Austin's Blog

 

Is it time to talk about death?

May 17th, 2016    Author:

Talking about death is something most people prefer not to do. According to the coalition Dying Matters, over 70% of people don’t feel comfortable talking about death and less than a third have discussed their end-of-life wishes with loved ones.

It’s something that Dying Matters – which promotes awareness of dying, death and bereavement – would like to see change. Its annual Awareness Week held each May aims to get people talking about a subject that they’d normally shy away from. As well as opening up the discussion about death, Dying Matters also wants to encourage everyone to think about how they could improve their own end-of-life experience when it comes – perhaps by planning their future care, making a will or writing down their funeral wishes.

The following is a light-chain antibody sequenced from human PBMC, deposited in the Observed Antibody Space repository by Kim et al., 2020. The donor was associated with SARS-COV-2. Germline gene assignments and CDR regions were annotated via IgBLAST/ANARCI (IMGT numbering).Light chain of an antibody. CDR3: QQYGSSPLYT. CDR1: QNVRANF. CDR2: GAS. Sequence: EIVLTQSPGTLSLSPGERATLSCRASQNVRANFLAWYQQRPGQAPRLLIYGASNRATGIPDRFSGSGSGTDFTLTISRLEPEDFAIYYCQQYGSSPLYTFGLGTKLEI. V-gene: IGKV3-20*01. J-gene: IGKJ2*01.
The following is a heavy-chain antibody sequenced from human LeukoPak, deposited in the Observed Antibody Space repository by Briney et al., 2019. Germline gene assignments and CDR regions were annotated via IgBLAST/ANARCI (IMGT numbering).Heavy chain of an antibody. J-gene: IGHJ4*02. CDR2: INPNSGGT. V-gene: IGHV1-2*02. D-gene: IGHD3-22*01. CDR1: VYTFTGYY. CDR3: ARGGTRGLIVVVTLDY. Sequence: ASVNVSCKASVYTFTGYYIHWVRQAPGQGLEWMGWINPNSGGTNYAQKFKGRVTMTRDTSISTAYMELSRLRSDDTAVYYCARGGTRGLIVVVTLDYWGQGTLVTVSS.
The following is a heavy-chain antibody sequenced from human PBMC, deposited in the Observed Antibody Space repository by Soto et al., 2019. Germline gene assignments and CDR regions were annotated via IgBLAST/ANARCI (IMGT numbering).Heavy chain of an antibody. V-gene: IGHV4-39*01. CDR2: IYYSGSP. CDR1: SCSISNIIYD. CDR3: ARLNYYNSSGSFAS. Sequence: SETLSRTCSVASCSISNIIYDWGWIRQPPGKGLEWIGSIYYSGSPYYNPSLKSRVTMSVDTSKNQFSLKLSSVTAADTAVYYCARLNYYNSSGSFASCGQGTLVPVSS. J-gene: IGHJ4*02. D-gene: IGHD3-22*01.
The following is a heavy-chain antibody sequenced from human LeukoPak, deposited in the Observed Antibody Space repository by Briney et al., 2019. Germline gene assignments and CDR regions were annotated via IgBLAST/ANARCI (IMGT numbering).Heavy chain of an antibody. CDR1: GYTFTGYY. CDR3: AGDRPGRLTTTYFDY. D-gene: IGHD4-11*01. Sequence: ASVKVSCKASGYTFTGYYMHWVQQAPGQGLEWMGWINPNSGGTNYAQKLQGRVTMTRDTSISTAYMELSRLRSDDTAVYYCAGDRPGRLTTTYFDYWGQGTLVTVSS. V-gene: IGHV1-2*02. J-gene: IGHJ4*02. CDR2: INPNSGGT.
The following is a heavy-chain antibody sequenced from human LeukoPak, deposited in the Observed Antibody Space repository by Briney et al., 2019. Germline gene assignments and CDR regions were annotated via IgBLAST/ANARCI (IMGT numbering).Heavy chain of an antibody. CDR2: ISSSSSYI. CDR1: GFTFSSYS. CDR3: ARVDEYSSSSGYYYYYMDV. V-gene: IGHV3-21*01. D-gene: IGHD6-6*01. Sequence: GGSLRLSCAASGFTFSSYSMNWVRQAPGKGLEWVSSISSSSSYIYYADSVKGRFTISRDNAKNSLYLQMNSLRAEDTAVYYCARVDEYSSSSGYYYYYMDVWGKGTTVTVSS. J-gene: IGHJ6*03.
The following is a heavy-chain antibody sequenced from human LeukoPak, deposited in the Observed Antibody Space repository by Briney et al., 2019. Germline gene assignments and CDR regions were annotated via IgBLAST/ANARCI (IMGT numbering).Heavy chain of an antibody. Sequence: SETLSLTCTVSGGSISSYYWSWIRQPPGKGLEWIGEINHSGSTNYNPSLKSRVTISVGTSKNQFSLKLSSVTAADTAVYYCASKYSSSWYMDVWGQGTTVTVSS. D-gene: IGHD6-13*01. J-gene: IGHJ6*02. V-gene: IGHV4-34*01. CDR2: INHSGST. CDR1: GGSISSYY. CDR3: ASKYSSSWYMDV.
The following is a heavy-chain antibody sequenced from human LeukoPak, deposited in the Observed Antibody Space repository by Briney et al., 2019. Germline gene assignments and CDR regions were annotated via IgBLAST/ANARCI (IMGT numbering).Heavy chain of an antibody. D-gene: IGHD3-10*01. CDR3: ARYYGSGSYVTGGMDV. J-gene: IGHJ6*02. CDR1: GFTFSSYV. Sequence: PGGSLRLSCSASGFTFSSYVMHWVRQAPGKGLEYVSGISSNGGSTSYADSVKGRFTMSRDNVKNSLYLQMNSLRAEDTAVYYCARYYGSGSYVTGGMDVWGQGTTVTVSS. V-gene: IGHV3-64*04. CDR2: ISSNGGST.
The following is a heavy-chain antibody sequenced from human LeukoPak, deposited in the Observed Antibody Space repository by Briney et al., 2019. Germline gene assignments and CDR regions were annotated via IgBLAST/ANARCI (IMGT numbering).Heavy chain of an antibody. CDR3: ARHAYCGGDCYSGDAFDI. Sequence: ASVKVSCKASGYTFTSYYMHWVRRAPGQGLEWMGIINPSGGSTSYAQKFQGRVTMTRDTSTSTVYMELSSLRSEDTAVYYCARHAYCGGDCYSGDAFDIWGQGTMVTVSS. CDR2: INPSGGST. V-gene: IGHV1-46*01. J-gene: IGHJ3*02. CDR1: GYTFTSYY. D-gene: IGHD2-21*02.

One place where mortality is openly discussed is the new breed of Death Cafes, which started springing up in the UK a few years ago. The idea behind the cafés was to create an environment where talking about death was natural and comfortable. Over tea and cake, people can chat about all sorts of death-related topics – such as cremation versus burial, what makes the perfect death, how to choose a coffin – without being viewed as morbid or macabre.

Death Cafes are held in all sorts of places, including cemeteries and people’s homes. The nearest Death Cafe is currently in Bedford, or you might like to set up your own. For details, go to http://deathcafe.com/